So he and his fellow Posies went on a tour of “Secret Shows,” with locations announced the day before the concerts. This fall they’re on another tour of unconventional spaces — some houses, with at least one church thrown in — on the East Coast, West Coast, and heartland. “It’s a good, adventurous feeling for this time in our lives,” Stringfellow says of hauling their own instruments and setting up their own shows. “I really don't think I’ve ever had more fun.”

* * *

Living-room concerts are hardly brand new, either in their recent digital-era form or in the history of culture: Musicians have been playing houses for as long as mankind has known private residences. Chamber music developed in the 18th and 19th centuries in the palaces of the nobility, but also in the front rooms of ordinary rich people. In 1920s Harlem, jazz musicians would host “rent parties” at which they would play in their own homes and pass a hat that allowed them to make their rent that month. Musicians have played private shows for friends and fellow musicians since time immemorial.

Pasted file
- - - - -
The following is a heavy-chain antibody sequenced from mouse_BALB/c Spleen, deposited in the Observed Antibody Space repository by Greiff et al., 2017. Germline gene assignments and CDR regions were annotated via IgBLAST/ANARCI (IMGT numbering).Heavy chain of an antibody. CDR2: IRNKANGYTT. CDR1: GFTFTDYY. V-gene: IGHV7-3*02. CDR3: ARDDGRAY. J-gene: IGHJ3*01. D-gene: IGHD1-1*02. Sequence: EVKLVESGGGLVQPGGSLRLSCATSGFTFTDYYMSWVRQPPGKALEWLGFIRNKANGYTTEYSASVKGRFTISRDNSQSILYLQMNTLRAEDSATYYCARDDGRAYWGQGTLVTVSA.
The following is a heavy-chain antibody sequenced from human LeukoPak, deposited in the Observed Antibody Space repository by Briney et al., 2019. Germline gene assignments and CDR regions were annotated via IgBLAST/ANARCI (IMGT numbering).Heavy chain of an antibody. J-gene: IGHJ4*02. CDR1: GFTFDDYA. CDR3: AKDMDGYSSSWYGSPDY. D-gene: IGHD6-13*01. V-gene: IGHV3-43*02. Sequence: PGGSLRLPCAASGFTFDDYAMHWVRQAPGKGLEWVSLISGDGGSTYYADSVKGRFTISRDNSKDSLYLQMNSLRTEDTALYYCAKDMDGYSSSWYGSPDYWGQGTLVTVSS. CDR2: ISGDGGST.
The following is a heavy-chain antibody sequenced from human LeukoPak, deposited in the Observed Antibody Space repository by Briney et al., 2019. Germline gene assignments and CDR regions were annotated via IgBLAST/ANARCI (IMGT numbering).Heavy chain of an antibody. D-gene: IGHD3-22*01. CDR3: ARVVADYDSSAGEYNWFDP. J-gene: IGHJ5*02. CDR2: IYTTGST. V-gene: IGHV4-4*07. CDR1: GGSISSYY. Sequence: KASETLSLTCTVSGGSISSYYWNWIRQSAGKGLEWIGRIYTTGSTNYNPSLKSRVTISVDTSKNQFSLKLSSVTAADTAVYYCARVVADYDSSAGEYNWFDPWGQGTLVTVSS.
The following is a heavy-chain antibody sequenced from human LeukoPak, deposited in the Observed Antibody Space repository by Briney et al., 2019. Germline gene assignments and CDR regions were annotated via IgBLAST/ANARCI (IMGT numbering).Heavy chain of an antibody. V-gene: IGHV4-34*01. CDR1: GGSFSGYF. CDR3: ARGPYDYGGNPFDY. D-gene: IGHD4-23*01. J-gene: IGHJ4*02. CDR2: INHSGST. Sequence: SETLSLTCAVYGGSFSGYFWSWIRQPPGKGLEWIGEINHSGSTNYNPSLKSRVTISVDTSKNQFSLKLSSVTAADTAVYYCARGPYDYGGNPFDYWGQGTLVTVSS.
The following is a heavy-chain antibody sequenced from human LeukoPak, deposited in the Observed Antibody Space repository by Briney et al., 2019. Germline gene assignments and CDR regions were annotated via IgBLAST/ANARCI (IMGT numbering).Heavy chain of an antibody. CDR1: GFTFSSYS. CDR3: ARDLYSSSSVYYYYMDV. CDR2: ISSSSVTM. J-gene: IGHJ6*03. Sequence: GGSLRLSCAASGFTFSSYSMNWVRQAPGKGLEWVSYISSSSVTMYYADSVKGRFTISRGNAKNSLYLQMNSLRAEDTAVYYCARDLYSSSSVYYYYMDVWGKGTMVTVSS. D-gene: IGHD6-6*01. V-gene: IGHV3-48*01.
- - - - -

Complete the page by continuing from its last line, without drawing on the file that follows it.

What’s new is the way digital technology — which has played a role in undercutting artists’ revenues and in hiking the cost of living in cities where many reside — has energized off-the-grid touring. Email lists and Facebook and ticketing apps make things smoother and more feasible than before. In chamber music, there is a service called Groupmuse that connects musicians with hosts and audiences: Wired recently called it an Uber for millennial-generation classical music fans.

The inauguration of the current wave of living-room concerts is sometimes dated to the 2009 tour Andrews, a longtime band manager who once worked for Uncle Tupelo and Wilco, put together for Bazan.